From Gabriel and his caldo to Tamale Brenda to Jose and his first experience making gorditas with mom, each student had a story to gush. I only hope that they “get” the embedded memory, language, and cultural significance of food when we virtually travel to India during out next unit. Onward!

Monday, September 7, 2009

Original Carrabba's

When Johnny and Damian Carrabba sold their string of Carrabba’s restaurants to the Outback Steakhouse group in 1995, they kept the original two locations (Kirby/Richmond and Woodway/Voss) in the family. And while the franchised versions have fallen into the dogfood abyss that are chains (blech!), the original two shops continue to turn out consistently great dishes on a daily basis.

Much like the *ONLY* Ninfa’s I go to is the original one on Navigation, the *ONLY* Carrabba’s I’ll go to is the flagship one on Kirby. Eh, you won’t find the sophistication of Da Marco or the creativity of Dolce Vita, but you will find classic Italian dishes, well prepared with beautiful sauces and pasta al dente.


Crab cakes are light and fresh, chicken dishes cooked just right. The pizza crust could use some work, but the fresh toppings and pure simplicity almost make up for it. Cappelletti -- ravioli-like pasta stuffed with chicken, ricotta, and spinach in a tomato cream sauce -- stole the show as the evening favorite. But the Pasta Weesie -- with mushrooms, scallions, and sautéed shrimp -- sings with flavor in a neck-and-neck, NASCAR-like race.


The original Carrabba’s isn’t anything mindblowing. Really, it’s not. But it is a fun night out with great food, nice service, and an upbeat atmosphere. So why the heck not?

Carrabba’s -- 3115 Kirby (near Richmond)

Friday, September 4, 2009

School Daze: Delicious Learning

It seems like just yesterday I was thinking about allllll the tiiiiiiime I had on my hands to get things done this summer. Well that bubble burst when I started school again a month ago. [Gasp!] That’s right -- August 3rd, fools. Let’s check out how I did food wise:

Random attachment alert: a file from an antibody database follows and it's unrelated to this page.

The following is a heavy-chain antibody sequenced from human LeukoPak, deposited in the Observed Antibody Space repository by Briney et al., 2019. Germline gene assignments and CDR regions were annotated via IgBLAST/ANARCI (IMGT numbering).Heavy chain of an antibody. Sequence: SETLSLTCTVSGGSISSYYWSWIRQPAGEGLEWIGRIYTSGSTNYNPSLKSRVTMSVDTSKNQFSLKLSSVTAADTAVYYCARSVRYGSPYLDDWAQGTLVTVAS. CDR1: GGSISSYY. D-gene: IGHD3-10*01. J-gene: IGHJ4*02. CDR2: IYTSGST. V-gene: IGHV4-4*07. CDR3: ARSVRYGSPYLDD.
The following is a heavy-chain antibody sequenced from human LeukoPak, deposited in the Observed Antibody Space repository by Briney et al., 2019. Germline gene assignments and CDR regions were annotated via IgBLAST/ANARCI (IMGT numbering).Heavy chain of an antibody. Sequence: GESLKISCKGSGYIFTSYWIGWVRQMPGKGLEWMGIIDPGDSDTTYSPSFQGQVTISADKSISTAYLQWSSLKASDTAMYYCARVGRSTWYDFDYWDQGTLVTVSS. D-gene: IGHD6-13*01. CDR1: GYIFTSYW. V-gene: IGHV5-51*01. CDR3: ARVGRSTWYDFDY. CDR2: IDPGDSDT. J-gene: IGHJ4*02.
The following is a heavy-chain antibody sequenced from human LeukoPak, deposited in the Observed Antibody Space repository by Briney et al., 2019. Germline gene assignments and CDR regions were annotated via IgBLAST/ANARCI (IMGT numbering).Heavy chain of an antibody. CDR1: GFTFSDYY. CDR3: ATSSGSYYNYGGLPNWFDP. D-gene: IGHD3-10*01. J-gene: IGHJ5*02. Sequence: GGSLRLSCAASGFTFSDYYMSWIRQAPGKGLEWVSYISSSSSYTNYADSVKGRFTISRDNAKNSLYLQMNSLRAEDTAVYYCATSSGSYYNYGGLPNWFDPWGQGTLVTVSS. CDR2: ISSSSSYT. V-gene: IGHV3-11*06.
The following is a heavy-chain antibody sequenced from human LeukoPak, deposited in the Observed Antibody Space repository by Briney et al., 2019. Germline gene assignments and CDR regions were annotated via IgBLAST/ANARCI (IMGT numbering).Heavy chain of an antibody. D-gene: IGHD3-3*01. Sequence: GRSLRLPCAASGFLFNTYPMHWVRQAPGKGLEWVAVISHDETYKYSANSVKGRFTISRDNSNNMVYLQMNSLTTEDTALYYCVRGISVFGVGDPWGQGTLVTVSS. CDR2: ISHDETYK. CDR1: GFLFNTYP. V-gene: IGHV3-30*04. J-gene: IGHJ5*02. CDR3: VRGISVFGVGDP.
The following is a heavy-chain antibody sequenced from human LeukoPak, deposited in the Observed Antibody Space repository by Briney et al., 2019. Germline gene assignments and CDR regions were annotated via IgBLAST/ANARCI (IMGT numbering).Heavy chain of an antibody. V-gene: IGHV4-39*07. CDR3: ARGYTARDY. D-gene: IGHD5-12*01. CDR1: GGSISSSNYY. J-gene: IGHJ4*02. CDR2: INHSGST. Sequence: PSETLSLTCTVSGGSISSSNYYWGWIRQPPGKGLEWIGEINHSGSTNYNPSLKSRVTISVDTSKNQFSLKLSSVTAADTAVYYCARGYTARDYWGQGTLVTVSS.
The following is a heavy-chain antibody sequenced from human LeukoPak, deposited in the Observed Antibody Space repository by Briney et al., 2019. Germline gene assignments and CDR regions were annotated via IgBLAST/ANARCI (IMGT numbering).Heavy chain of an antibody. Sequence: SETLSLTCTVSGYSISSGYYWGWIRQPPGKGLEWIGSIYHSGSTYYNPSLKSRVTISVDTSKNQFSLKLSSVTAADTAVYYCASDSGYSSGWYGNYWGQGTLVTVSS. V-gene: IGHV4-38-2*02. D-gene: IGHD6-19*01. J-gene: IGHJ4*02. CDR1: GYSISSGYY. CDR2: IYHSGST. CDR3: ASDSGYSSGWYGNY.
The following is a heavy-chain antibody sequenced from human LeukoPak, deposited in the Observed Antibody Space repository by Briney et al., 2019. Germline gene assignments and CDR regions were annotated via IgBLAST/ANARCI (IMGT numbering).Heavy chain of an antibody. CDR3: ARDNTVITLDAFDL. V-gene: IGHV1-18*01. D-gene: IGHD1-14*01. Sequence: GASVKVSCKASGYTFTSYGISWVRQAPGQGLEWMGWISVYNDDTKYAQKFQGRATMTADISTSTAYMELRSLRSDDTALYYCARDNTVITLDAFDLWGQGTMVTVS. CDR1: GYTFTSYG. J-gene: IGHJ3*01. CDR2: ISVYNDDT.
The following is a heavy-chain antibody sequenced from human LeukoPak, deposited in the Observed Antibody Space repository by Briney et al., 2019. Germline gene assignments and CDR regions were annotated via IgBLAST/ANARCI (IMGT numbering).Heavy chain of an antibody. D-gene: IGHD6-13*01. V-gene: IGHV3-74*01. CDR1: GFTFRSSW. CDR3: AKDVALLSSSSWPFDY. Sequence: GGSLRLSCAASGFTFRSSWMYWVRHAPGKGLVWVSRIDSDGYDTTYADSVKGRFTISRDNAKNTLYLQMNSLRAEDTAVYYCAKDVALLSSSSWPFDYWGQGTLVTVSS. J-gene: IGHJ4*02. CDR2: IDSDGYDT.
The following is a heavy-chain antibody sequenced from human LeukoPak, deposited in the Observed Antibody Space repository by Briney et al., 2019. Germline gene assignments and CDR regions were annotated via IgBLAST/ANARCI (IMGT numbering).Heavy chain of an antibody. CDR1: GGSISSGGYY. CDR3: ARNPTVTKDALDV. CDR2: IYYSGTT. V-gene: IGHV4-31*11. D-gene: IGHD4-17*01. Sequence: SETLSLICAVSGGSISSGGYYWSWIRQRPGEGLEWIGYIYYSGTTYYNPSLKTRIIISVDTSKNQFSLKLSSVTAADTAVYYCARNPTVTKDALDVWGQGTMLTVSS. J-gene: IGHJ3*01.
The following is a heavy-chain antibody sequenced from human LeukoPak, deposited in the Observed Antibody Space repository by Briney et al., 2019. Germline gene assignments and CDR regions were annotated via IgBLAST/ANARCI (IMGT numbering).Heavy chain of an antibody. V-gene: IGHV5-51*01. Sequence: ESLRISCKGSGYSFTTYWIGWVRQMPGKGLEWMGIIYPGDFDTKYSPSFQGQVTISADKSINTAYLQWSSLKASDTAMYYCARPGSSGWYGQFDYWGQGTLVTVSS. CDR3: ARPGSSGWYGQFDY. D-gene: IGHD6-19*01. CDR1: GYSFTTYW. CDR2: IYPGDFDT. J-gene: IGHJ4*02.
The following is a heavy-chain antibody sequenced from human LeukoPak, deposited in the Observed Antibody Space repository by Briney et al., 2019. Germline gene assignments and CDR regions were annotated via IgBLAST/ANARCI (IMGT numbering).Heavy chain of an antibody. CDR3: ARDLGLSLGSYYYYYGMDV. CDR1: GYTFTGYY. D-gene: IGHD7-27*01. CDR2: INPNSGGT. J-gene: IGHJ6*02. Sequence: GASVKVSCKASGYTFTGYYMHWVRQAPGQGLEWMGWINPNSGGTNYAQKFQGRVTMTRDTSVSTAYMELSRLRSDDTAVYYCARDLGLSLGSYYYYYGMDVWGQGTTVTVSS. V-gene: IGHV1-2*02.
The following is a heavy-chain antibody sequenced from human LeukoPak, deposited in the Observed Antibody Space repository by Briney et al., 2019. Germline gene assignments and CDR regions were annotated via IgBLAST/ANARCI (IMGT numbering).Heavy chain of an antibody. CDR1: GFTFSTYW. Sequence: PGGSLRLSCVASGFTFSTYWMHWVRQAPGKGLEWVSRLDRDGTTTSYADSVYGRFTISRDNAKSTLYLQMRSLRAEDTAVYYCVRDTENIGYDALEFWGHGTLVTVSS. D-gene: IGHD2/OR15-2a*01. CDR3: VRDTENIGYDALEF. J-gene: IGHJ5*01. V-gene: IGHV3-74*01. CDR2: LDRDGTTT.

-- Find the best soup dumplings in Houston – CHECK
-- Find the best pho in Houston – CHECK
-- Try a million taco places – CHECK, CHECK, and CHECK.
-- Grab a burger at Hubcap Grill – Curses. Never made it.

Somewhere in there I had a lot of fun. Also? I made the terrifying discovery that relish at Wrigley Field looks like fluorescent goo from someone’s stomach lining, a Harvey Keitel movie, or the farthest reaches of space. I wonder if it can eat through diamonds.


I’m still struggling to come up for air this school year, but am getting there. As always, I’m thinking of all the ways I can incorporate food into the classroom. Our first initiative, which started today, is creating a Melting Pot Cookbook with recipes from the various regions we study. Each student brings in a recipe and an associated paragraph designed to entice. Next week we’ll sample each dish after reading the paragraph to assess whether or not they used the right imagery to capture the recipe’s spirit. Mmmmm... Loquacious and delicious!

Due next week are the Latin American ones, so I’m hoping for all their double-secret family recipes for mole, posole, and empanadas. I’ll keep you posted. Arriba!

Wednesday, September 2, 2009

One Word: Joeychestnut

So I hung out with Joey Chestnut on Friday in San Francisco. That’s right: hot-dog-scarfing, world-record-holding, small-child-frightening Joey Chestnut, currently ranked #1 by the IFOCE (International Federation of Competitive Eating, Inc). It was pretty awesome.


Our conversation went like this:
ME: How’dya get so good at eating?
JOEY CHESTNUT: I’m the youngest of four boys. Growing up, if you didn’t eat fast, you didn’t eat.
ME: Huh. Will you go eat that side of beef?
JOEY CHESTNUT: No.

It was a fascinating study in restraint. Anyway, really nice guy. And according to Wikipedia, in ten minutes, Joey Chestnut can eat:
- 45 pulled pork sandwiches
- 118 jalapeño poppers
- 68 hot dog with buns
- 130 Krystal hamburgers
- 231 pork gyoza

Daaaang. That’s efficient. It takes me, like, ten minutes to get through a yogurt. [Sigh]